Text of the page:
To Oblivion, part 1


Program Note

To…Oblivion is a suite of pieces about historic landmarks around Los Angeles for solo electric guitar, electronics, and video projection. The electronics both provide environmental sounds and create an accompaniment by processing the live guitar part, and the video consists of a slideshow of then/now images of each of the landmarks. I have composed three movements of this suite so far, and would like to write an additional three this year, completing an album–length project. The movement you will hear tonight is the opening, “Belmont Tunnel”. The Belmont Tunnel was the first subway in Los Angeles, carrying the Red Cars one mile from 4th and Hill St underneath downtown traffic to a Westlake neighborhood just south of Echo Park near where 1st street turns into Beverly Blvd, before tracks diverged to various points north and west. Trains ran from the 1920’s through the 1950’s, with traffic peaking during WWII; the last subway car to pass through the tunnel in June of 1955 carried a banner reading “To….Oblivion”. The tunnel has been sealed off, but the retaining wall at its Westlake terminus still stands, next to the adjoining Toluca Substation. The site, for years a major attraction for graffiti artists, has since been fenced off and surrounded by luxury apartments. Other movements in this suite so far include one about the Dunbar Hotel, the hub of LA’s mid–20th Century Jazz scene and the only hotel to accommodate African Americans, and another about the Zanja Madre, the first aqueduct constructed in the city by Spanish settlers in 1781.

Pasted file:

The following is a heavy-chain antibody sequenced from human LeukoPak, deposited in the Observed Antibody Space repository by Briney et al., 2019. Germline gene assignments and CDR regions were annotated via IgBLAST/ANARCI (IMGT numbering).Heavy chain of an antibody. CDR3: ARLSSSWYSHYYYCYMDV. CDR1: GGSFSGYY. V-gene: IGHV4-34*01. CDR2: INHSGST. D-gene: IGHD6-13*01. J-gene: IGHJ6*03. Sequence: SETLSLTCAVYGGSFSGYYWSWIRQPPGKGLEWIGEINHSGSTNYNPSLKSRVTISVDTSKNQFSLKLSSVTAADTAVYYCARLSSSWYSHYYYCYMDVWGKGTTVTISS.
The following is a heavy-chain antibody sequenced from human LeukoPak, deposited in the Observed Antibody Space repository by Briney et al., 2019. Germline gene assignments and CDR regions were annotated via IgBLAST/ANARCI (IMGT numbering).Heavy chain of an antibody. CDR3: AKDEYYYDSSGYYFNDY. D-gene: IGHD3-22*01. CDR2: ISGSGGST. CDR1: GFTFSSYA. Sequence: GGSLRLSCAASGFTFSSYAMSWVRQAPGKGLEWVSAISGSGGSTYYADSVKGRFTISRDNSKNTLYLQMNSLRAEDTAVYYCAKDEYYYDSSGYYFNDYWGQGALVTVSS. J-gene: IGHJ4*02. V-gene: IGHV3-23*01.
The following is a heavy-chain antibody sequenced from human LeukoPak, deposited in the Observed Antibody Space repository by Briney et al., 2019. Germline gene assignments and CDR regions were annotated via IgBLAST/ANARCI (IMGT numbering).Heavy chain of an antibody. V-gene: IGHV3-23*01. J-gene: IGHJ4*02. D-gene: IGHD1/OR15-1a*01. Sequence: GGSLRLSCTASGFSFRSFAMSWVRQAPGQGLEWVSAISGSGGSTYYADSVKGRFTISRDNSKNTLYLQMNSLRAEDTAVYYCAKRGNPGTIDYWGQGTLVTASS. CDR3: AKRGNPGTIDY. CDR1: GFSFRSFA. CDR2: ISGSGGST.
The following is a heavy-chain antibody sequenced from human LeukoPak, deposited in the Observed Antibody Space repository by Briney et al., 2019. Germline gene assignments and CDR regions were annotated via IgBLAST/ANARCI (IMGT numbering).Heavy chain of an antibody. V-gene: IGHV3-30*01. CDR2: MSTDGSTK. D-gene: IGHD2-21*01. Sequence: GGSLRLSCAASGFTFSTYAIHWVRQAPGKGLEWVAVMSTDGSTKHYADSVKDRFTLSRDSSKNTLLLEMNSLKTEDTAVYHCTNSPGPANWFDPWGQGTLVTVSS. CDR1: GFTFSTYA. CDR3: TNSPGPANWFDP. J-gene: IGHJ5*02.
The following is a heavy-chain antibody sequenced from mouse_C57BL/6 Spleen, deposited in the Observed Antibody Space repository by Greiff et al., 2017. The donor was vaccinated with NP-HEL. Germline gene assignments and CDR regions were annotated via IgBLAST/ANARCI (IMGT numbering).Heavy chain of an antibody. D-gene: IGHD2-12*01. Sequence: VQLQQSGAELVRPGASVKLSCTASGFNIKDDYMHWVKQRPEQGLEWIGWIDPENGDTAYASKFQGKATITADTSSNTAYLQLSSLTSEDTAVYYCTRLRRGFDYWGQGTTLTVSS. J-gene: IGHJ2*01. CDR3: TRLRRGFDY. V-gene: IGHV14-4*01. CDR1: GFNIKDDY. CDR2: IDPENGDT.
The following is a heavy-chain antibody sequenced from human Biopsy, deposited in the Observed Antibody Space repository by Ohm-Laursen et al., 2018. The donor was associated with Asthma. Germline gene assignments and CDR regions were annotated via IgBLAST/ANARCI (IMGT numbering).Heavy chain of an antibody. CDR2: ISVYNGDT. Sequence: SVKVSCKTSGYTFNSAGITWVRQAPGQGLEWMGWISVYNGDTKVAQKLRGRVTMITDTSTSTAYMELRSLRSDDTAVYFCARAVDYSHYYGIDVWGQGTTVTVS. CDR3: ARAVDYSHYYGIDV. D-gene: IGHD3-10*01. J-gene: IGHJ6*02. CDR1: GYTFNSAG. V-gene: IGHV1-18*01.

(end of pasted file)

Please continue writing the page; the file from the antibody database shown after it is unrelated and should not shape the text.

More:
— Alexander Elliott Miller

About Alexander Miller

Alexander Elliott Miller is a composer and guitarist whose music has been described as “deceptively laid back in an LA way…inventive….unconventional” (LA Times), and “wild…unearthly…lyrical…a voice worth listening to” (San…